Archive for the ‘Washington’ category

Update on Supreme Court Retroactivity Litigation

April 6, 2017

By Adam Koelsch

As previously reported on the SALT Blawg, Chamberlain Hrdlicka attorneys Stewart M. Weintraub and Adam M. Koelsch, together with Peter L. Faber of McDermott, of Will & Emery LLP, filed in the U.S. Supreme Court an amicus brief on behalf of the American College of Tax Counsel in support of the petitioners challenging a retroactive repeal of tax legislation by the state of Michigan.  Although the petitioners and the amici had asserted various reasons for granting certiorari, the most prominent of those assertions was that the repeal, stretching seven years into the past, violates the Due Process Clause of the U.S. Constitution.

Subsequent to those submissions, the Supreme Court removed from its conference calendar the petition submitted in another pending retroactive tax legislation case from Washington state (Dot Foods, Inc. v. State of Washington), presumably to consider it jointly with the Michigan cases at a later date, and also ordered Michigan to submit a response to the petitions filed — moves widely seen as signaling that the Court is interested in addressing Due Process issue.

Michigan has since submitted its response, setting forth a novel basis for denying cert.:  that the 2014 legislation challenged by the petitioners — which repealed retroactive to 2008 a statute authorizing a three-factor apportionment election that had existed since 1970 — was a “legislative clarification” of a 2008 Business Tax statute that had supposedly mandated single-factor apportionment for all prospective years, and was therefore not retroactive at all.  Thus, according to Michigan, application of that principle of state statutory-construction law constitutes an adequate and independent state law ground to uphold the decision of the Michigan state court, thereby depriving the Supreme Court of jurisdiction to review the issue.

Not so, replied the petitioners.  IBM and Skadden Arps submitted reply briefs on March 24 and 27, respectively.  IBM’s brief challenged the assertion that the doctrine of “legislative clarification” in fact exists, and asserted that the any new law that applies to activities (or tax years) in the past is, by definition, retroactive.  Skadden Arps, in its brief, added that the Michigan Court of Appeals had never mentioned the doctrine in its decision, while explicitly acknowledging the statute’s retroactive effect, and that, in any event, “the Supremacy Clause does not allow federal retroactivity doctrine to be supplanted by the invocation of a contrary approach to retroactivity under state law.”  On March 28, a brief filed on behalf of Goodyear Tire, Deluxe Financial Services, and Monster Beverage reiterated the arguments of IBM and Skadden Arps.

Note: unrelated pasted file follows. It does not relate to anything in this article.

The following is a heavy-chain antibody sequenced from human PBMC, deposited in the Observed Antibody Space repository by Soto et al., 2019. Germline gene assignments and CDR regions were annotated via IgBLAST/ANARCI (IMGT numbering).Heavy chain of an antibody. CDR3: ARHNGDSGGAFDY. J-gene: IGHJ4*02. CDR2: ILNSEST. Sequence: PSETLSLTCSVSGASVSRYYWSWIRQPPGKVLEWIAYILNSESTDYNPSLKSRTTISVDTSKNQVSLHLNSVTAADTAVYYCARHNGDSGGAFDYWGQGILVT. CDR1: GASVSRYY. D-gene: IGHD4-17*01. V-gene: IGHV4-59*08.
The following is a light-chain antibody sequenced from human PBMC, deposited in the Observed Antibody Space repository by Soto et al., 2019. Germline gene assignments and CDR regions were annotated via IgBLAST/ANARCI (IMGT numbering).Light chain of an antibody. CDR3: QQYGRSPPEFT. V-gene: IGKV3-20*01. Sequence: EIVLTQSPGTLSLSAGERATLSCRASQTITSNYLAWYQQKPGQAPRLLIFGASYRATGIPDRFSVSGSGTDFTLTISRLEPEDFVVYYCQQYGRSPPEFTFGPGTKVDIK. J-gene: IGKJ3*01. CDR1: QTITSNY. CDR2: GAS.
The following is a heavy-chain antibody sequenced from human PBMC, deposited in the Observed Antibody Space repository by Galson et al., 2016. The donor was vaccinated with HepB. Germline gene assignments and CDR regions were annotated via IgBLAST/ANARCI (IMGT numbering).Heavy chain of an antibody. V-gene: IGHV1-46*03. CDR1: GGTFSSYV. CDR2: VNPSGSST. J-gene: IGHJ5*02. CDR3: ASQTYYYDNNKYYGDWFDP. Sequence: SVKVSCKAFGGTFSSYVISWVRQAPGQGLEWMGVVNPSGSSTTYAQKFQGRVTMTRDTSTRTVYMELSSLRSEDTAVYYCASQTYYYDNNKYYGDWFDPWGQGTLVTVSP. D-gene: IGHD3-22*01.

The briefs for the Michigan petitioners and for the petitioners in Dot Foods will all be considered during the Court’s conference on April 13, and the Court’s decisions could be announced as early as April 17.

Here, you can find copies of:  the Michigan response briefthe IBM reply briefthe Skadden Arps reply brief, and the Goodyear et al. reply brief.

Weekly Update for 3/2: Georgia Considers “Amazon” Law; Verizon Challenges Statute of Limitations in Florida Assessment; Maryland Rules on Statute of Limitations for Refund…and more.

March 5, 2012

 by Jennifer Weidler

COLORADO

Colorado DOR Issues Letter Ruling Discussing Tax Exempt Status of Photovoltaic Energy Systems

The Colorado Department of Revenue issued a letter ruling explaining the sales exempt status of photovoltaic energy systems.  The letter ruling clarified that a company or customer who purchases photovoltaic energy systems is exempt from sales tax because all sales and uses of qualifying renewable energy components are entitled to the renewable component exemption.

FLORIDA

Verizon Business Purchasing, LLC Challenges Florida Sales and Use Tax Assessment

Verizon Business Purchasing, LLC has filed a complaint challenging a $3 million Florida sales and use tax assessment, claiming that the statute of limitations expired prior to the proposed assessment becoming final.  The complaint alleges that the final assessment was invalid because although the parties agreed to extend that statute of limitations until March 31, 2011, the notice of proposed assessment was issued with less than sixty days left in the statute of limitations period. Therefore, the complaint contends, it did not become a final assessment until the expiration of the sixty days, on April 11, 2011, which was after the statute of limitations had lapsed.

GEORGIA

Georgia House Considers “Amazon” Law

The Georgia House of Representatives is considering legislation, HB 993, which would implement click-through nexus and similar provisions, aimed at requiring out-of-state online retailers to collect state sales tax.  The legislation contains a threshold that must be met: an out-of-state online retailer must have at least $10,000 in annual sales through in-state affiliates receiving a commission in order to be subject to collecting the tax.


HAWAII